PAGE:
This does the same trick that they do on the Dog Whisperer. The editing is totally manipulative. Like when they show three dogs running toward a fence and add growling noises in the background to make it seem like they're running at you to attack you. Or, they show a dog pulling on the leash and barking and then show a shot of two people walking strollers down the street. It gives the impression that the dog wants to go kill the babies, but there's no indication that those two shots actually have anything to do with each other. Even if they do, who's to say that the dog is pulling on the leash because he's hell bent on killing babies? Dogs of all kinds jump, bark, and pull on the leash, and that's all I saw these dogs doing.

    That one skinny guy obviously just wanted a big, manly dog to make him feel like a big, manly man. He seemed like he was talking up the dog, making him sound more badass to try to impress people. I noticed he was talking about choke collars and e-collars, but didn't mention any training... hmm...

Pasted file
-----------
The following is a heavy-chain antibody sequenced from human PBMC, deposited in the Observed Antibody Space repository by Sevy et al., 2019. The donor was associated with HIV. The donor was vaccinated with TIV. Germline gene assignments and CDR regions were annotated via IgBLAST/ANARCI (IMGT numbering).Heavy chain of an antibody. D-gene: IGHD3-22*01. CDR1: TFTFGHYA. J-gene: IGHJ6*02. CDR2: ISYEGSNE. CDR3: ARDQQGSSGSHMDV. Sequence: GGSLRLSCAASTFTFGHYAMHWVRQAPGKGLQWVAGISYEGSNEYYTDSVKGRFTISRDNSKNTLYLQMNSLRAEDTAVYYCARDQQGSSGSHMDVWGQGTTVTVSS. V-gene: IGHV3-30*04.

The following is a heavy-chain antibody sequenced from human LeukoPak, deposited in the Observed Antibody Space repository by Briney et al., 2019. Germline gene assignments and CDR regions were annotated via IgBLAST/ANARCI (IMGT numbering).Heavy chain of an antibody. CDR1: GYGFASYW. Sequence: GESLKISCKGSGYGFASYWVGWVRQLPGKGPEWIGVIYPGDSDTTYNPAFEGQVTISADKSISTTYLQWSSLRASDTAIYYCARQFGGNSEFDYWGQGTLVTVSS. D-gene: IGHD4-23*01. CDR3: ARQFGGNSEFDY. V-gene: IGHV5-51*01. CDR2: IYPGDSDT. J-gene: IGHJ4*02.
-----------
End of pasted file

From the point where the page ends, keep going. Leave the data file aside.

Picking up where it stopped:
This is what they do to make Cesar Milan look like a genius master dog trainer. They show dogs jumping and barking (making it look like they're acting "psycho" when really, they're just worked up and excited) and then Cesar seemingly "tames the wild beast" and they have shots of the dog acting normal. They only go to owners who will say that their dog is "out of control" or "aggressive" (obviously, these owners are clueless) and even have freeze-frames of the dogs where they give the dog demon eyes or inverse the colours to make the picture look horrifying.

    Soooo manipulative.
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    Post edited by Unknown User at -0001-11-30 00:00:00
  • SangmortSangmort
    Posts: 5510
    Ok, sorry if I'm not making a lot of sense today, I'm not "all here" so to speak.

    For me, when a dog occasionally randomly lashes out another dog / person / object / etc. for what seems like no reason / without purpose I would call this reactiveness. Why? Because we don't really know why the dog did it, tho most of the times we assume it's based from fear. IE: the dog was reacting to a stimulant.

    For example, If I, as a human, am walking down the street & someone random guy comes running at me full force, I'm going to do my best to give him a good punch / kick. Now, does that mean I randomly kick people as I walk down the street? No. I'm just reacting [ kicking / punching ] to a stimulant [ crazy guy running at me ] out of fear.